THE GREENVILLE NEWS/File
The walls of the Woolworth's are gone now, torn asunder by heavy machinery as the future of downtown Greenville presses forward.
The destruction was a long time coming — and in a way began half a century ago when the figurative walls that hid the darker sides of blissful five-and-dime Americana were chipped into by a group of youths who decided their exclusion from it shouldn't be the American way.
It was in 1960 — as the civil rights movement was heating up with the Rev. Martin Luther King Jr. as its inspirational leader — that a group of black Greenville teenagers took their places on stools at the lunch counter of the store on East Washington and North Main streets.
They demanded equal treatment. They were met with resistance.
It was only the beginning — only one battle — for equality that spread through the South in the 1960s. All that's left now of the downtown Woolworth's building is the rubble and uncertain plans for what will take its place.
Now, say those involved in its desegregation 50 years ago, the memories of what happened behind its walls can't be forgotten.
"You can't erase history," said Ruth Ann Butler, one of the teens who sat on a Woolworth's stool in the protest. "You can't change the fact that the Woolworth's was what it was. It will be in the history books. It might not still be standing, but it will be."
The building had been abandoned for years, its lunch counters removed.
It was demolished by a group of investors led by John Boyd, chief executive of Greenville's TIC Properties.
The investors had planned a major development on the site with office space, shopping and a hotel in conjunction with an Atlanta-based real estate investment trust, but that plan fell apart during the recession, Boyd said.
"We're still looking to do a development," Boyd said. "We don't have a time frame."
In the meantime, Boyd said, grass will be planted and sidewalks built to create an open space for the public to use.
Demolition crews, he said, are scheduled to tear down another building the group owns on the same block, the former Young Fashions building, as well as a raised brick office building and staircase that form a bridge across Piazza Bergamo, the public square at the intersection of Main and Coffee streets.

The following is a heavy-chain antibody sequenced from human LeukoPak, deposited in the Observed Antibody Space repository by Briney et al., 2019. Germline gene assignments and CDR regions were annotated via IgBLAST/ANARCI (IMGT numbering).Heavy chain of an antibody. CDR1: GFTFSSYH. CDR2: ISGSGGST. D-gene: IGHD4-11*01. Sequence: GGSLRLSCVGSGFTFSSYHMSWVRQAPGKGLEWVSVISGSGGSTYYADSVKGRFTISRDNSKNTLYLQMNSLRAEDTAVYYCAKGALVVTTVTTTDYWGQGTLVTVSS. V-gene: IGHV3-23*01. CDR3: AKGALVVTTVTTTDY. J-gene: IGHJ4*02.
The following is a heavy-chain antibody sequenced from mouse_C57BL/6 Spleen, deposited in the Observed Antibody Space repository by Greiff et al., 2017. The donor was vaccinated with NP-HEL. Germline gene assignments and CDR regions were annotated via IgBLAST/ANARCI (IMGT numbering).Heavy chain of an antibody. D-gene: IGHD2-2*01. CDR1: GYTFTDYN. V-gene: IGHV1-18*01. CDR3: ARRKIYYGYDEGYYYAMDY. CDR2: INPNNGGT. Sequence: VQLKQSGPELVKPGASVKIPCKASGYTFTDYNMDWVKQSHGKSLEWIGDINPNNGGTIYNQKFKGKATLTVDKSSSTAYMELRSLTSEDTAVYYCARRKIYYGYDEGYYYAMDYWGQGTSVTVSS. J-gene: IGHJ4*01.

The protesters involved in 1960 were young, largely because they had the least to lose, much like the Sterling High School students before them who marched on the Greenville County library and demanded integration.
Adults who believed in change but stood to lose their jobs supported the youths behind the iconic pictures of the sit-in, a local expression of the first Woolworth's sit-in at a store in Greensboro, N.C., said Xanthene Norris, a Greenville County councilwoman who with her husband helped assure the youths had money to buy something at the counter.
In Greensboro, a civil rights museum now is planned where the Woolworth's once stood.
In Greenville, the downtown corner where the demonstration and other acts of the civil rights era took place is marked by a bronze statue of two students from Sterling High School, the city's first all-black high school until it burned in 1967.
The statue was moved and put in storage to prevent damage during the demolition.
The statue — sculpted in 2006 — is the city's expression of remembrance for the Woolworth's sit-in, Mayor Knox White said.
The decision to have a statue wasn't a difficult one when a group of leaders met to decide how best to remember Greenville's civil rights history — but where to put it was, White said. Ultimately, the corner was named Sterling Square and the statue placed there.
"That's where we decided to try to tell that story," White said.
While plans for what will replace the Woolworth's are uncertain, the city has had conversations with the developer to incorporate some way to honor the sit-in, City Manager Jim Bourey said."They intend to do that in some fashion," Bourey said. "Exactly how hasn't been determined yet."
Eric Connor and Rudolph Bell
Source: THE GREENVILLE NEWS/File